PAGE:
2 Timothy 4:6-18 - The Everlasting Crown

Short-sightedness, also known as myopia, is a common physical ailment which causes distant objects to appear blurred while close objects can be seen clearly.

There are probably plenty of us gathered here who suffer this problem. When we find ourselves in such a situation we are blessed to live in a world of modern medicine and technology. We can wander on down to our local optometrist to get a stylish pair of frames that will enable us to take in the world in all its glory and full depth perception.

A bit harder in the ancient world I imagine.

Today once again we are looking at Paul’s second letter to Timothy and in today’s passage Paul is encouraging Timothy and us not to be myopic in our faith.

Paul encourages us to lift our eyes to the horizon and see beyond to the goal which God is calling us toward.

So, let’s take a look at 2 Timothy chapter 4 together…

 

Paul’s context “as for me”

In verse 6 Paul makes clear the situation that he finds himself in. He is in Prison in Rome facing his immanent death at the hands of the Roman emperor Nero, famous for harassing and persecuting the Christian community.

Paul uses some vivid images. He uses the language of sacrifice – his life is like a drink offering being poured out on the altar. He has given it all.

He also talks about his “departure” – the language conjuring up an image of a boat slipping loose from its moorings. Paul is about to put out to sea on another great adventure. It’s clear that Paul isn’t distraught about his death but rather accepting and is keen to make sure that Timothy is ready to pick up the slack.

In another letter to the Philippians, Paul expresses a similar sentiment saying:

 “For to me, living is Christ and dying is gain. If I am to live in the flesh, that means fruitful labour for me; and I do not know which I prefer. I am hard pressed between the two: my desire is to depart and be with Christ, for that is far better; but to remain in the flesh is more necessary for you.” (Phil 1:21-24)

So, Paul prepares Timothy for his departing and then shares three powerful expressions of his ministry. In verse seven he says: “I have fought the good fight, I have finished the race, I have kept the faith.”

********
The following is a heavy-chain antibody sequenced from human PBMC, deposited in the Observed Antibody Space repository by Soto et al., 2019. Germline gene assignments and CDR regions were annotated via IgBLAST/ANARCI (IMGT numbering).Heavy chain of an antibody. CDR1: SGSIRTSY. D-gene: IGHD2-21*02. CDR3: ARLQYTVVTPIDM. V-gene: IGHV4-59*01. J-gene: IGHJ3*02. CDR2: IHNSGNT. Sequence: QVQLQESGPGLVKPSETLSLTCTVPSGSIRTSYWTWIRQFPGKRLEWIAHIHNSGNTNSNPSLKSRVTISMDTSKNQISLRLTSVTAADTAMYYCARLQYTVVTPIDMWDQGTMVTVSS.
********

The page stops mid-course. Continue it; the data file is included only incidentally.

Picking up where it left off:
Expressions of Paul’s ministry

Paul uses here a favourite image for ministry – he uses athletic imagery to talk about what Christian life and ministry is like.

“Fought the good fight” – Paul highlights the sheer effort and strength required in his ministry.

 “I have finished the race” – Paul looks back on his ministry with a sense of satisfaction here. The race is another athletic image of endurance.

“I have kept the faith” – Paul has been faithful with the message that God has given to him. Ever since Jesus appeared to him on the Damascus road, Paul has sought to serve Jesus wholeheartedly and share the good news. Paul has instructed Timothy to guard the treasure of the Gospel – that is to keep the faith, just has he has done.

These three pictures all show the work and the sacrifice and the faithfulness of Paul’s ministry.

Of course, he hasn’t been doing this aimlessly.

In verse 8 he says: “From now on there is reserved for me the crown of righteousness, which the Lord, the righteous judge, will give me on that day…

Paul articulates the goal towards which he has been fighting and running.

Elsewhere, in a letter to the Corinthians (chapter 9) he says:

 

“24 Do you not know that in a race the runners all compete, but only one receives the prize? Run in such a way that you may win it. 25 Athletes exercise self-control in all things; they do it to receive a perishable wreath, but we an imperishable one. 26 So I do not run aimlessly, nor do I box as though beating the air; 27 but I punish my body and enslave it, so that after proclaiming to others I myself should not be disqualified.”